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Robots demanding equal API rights? It's just a matter of time

The Internet-O-Things gets API

Internet Security Threat Report 2014

Blog Somewhere around the world right now as many as 1.2 million people are currently publishing APIs for external use - and that’s just us humans.

God help us when the self-aware robots and cyborgs get in on the act and start pushing API openness for their autonomic systems.

As tech-aware readers (and an increasingly high number of the lay variety) will already know, an API is defined as a "specific method" prescribed by a computer operating system or by a software application by which a programmer writing a program can make requests of the operating system itself or the services and/or content of another application.

Buy why stop at human programmers? In intergalactic terms, there are currently no accurate figures available for the number of cyborgs currently looking for published API representation among any of the channels represented by the W3C. Although this is an inevitable next stage development.

If it’s not cyborgs demanding equal API rights in the real world, then it could very conceivably be robotic drones, industrial turbines, automobiles and toasters.

These ‘devices’ (note: your toaster is now a device) should be able to plug downward into consumer level social media streams and upward into enterprise level performance monitoring solutions to fully inter-function.

Put simply, if it does stuff and you can turn it on, it needs an API to join planet Earth, as we know it today.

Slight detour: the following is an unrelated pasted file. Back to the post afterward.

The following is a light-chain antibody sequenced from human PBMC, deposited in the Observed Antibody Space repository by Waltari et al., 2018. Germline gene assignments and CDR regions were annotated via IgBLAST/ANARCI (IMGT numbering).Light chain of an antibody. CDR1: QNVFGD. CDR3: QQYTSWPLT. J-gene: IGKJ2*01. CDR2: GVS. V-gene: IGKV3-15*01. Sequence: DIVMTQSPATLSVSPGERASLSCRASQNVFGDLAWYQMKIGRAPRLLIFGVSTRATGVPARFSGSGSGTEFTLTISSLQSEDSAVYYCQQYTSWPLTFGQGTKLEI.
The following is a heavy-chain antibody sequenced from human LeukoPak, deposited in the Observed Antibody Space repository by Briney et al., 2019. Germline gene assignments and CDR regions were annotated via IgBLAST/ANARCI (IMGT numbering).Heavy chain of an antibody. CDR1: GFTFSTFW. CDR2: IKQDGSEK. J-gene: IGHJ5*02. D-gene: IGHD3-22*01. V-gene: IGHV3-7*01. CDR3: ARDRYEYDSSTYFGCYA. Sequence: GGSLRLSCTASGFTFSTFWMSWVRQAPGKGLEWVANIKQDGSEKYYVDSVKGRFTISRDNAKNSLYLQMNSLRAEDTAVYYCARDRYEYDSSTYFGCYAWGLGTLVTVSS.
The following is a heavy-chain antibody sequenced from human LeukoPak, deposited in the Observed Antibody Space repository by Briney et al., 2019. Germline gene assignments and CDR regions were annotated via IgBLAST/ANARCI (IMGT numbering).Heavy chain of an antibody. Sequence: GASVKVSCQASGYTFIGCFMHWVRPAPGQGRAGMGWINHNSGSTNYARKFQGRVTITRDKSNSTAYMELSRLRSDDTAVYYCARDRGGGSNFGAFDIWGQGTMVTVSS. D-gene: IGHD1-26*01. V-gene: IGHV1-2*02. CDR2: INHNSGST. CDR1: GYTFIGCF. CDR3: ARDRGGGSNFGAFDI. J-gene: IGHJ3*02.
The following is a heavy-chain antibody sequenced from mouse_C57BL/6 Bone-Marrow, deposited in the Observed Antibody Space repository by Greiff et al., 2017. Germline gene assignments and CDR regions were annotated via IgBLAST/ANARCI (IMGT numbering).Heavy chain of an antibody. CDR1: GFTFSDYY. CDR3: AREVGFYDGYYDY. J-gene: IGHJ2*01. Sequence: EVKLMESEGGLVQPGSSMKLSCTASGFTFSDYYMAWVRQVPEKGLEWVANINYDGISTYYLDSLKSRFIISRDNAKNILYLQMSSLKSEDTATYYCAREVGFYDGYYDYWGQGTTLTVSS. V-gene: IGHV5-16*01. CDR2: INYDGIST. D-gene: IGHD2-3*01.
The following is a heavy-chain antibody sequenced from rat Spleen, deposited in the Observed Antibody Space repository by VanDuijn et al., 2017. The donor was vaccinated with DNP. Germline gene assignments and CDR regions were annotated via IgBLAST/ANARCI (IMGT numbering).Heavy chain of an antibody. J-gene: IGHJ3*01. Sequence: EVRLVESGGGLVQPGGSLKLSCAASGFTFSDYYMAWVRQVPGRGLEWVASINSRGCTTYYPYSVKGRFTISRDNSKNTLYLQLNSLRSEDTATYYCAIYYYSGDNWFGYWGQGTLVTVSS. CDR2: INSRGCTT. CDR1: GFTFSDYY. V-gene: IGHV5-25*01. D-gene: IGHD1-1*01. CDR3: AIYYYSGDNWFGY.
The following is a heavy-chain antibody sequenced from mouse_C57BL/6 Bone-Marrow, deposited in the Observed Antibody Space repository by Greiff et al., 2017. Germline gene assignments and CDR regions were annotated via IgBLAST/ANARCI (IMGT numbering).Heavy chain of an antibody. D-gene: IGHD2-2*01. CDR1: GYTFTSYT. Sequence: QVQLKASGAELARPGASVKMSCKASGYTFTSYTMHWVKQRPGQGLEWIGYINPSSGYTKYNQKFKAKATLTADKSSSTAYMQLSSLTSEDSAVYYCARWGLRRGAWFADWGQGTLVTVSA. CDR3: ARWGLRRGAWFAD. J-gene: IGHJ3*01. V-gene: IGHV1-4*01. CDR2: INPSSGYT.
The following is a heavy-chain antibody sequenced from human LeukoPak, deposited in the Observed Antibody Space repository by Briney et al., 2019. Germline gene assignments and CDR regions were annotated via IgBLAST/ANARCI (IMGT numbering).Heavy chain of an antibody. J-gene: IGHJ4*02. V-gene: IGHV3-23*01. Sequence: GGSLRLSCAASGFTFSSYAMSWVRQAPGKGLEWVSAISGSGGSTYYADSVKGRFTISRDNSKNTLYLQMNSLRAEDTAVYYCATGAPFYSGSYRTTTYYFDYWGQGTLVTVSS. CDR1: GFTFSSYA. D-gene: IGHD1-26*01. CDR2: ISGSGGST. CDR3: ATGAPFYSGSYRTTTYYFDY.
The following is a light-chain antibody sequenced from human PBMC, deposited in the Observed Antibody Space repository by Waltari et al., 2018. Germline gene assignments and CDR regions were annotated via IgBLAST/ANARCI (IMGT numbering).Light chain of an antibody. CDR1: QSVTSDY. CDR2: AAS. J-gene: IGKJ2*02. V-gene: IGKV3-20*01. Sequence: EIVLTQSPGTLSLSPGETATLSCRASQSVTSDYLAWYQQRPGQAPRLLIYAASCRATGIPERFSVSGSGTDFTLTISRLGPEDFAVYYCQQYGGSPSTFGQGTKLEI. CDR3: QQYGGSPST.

An Evans Data Developer Population Study reckons that of the 18.2 million software developers in the world, 1.2 million are now publishing APIs for external use. Evans has also said that this 18.2 figure is due to rise (by 45 per cent) to 26.4 million by 2019.

Regionally, those publishing external APIs without restrictions are fairly evenly spread between APAC, EMEA and North America, with a much smaller contingent in Latin America. Once again, no figures outside of the Western spiral arm of the galaxy were supplied.

The IoT API rationale

Janel Garvin is CEO of Evans Data and she expects the number of externally published APIs to “increase proportionately in relation to the [world] population” into the next three years.

Industry vendor spokespeople meanwhile have formed an ordered line behind a sign labeled: “Would you like my opinions on APIs with or without a mention of mobile devices and cloud?”

So in for penny, let’s hear from Phil Chambers, CTO of project management software company Podio.

“It’s no surprise that APIs are exploding in popularity, given the explosion in SaaS services and the need to get them to interoperate. When we launched almost four years ago, we took an API-first approach, meaning that every single piece of the platform was first available as an API, giving external developers exactly the same kind of capability to build things as we give our own developers,” said Chambers.

How we move on from here is not necessarily clear-cut, however rosy the ‘we do API-first’ strategists bleat on. There’s some heavy lifting to be done at the developer architecture end of the API spectrum, especially if we are to going to be able to turn websites in their entirety into API channels.

Should we be worried that API commentary is now becoming a spectator sport among the techo-literate glitterati? Does this mean we should hone our sceptical defences now? Will the cyborgs take over and has you toaster emailed you yet?

Let us know what you, or your fridge, think below. ®

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